Look at London: flexibility breeds success
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Digital geography is revealing. You can map economic success by the way companies operate. Organizations in successful regions tend to boast better technology and more remote working, and, therefore, greater flexibility and freedoms for their teams.
Greater London is the most competitive city-region in Europe, according to Eurostat. Not only does it rank second of all regions on the continent, its outlying commuter areas such as Berkshire, Surrey and Buckinghamshire also feature in the top five. The UK’s capital is also its most flexible region. Around half (48%) of its companies now offer remote working. Once you factor out jobs that cannot offer flexible working – for example, frontline catering, construction and retail sales – remote working is now so commonplace in London that it is effectively the norm. Most London professionals and managers are used to working from home, or in some other place away from their offices, on regular occasions.
Compare that culture with those areas that fall way down the economic success league. If you live in Wales, just a few hundred miles from London, you are very unlikely to be offered remote working. Only 19% of people in Wales are able to work flexibly. Where does Wales fall into the Eurostat rankings? The west of the country manages a dismal placing at 130, while the east, close to the border with England, comes in at an indifferent 62. London and Wales – separated by just a few hours’ drive – are a world away in economic terms.
So why does working culture so profoundly correlate with performance? One good reason might be the condition of employees’ minds. The south east of England – the commuter region around London which commands so many of the top slots in the index – is also the UK region in which employees report the best work-life balance. You might not believe it to listen to them: Londoners and their countryside neighbours are notorious for complaining about their commutes. But the remote-working culture in the region means they have to make those journeys less frequently than they once did.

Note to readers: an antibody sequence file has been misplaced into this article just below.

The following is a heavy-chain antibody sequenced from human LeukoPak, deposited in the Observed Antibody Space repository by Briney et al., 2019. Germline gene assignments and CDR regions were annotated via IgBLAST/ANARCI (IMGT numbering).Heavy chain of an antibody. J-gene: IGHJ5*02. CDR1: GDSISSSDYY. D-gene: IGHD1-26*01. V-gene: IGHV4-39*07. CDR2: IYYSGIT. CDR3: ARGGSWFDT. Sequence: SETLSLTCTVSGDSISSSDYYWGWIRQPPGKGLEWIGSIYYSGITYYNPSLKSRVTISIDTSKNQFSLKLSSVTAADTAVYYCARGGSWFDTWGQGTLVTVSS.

There’s a clear paradox: south east Englanders work among the longest hours in the UK, but have the best lifestyles. Why? Employee energy is better channelled into work than into tackling the rush hour. There are moves afoot in the UK to make the rest of the country a little more like London. Chancellor George Osborne, from the governing centre-right Conservative Party, wants to establish a ‘northern powerhouse’ around Manchester, as a counterbalance to the capital. Manchester, like London, is to have an elected city-regional mayor, with a remit to include boosting all kinds of connectivity – physical and digital – across the city’s wider metropolitan area.
Technological development will be crucial to realizing Osborne’s dream. While we’re seeing a surge in growth hubs to support northern digital talent, infrastructure and connectivity need to be prioritized for businesses to thrive and grow in the region. Broadband is the key to great remote working. The lack of it continues to be a barrier to enabling northern businesses to compete on a global scale.
Andrew Millard is senior director of international marketing at Citrix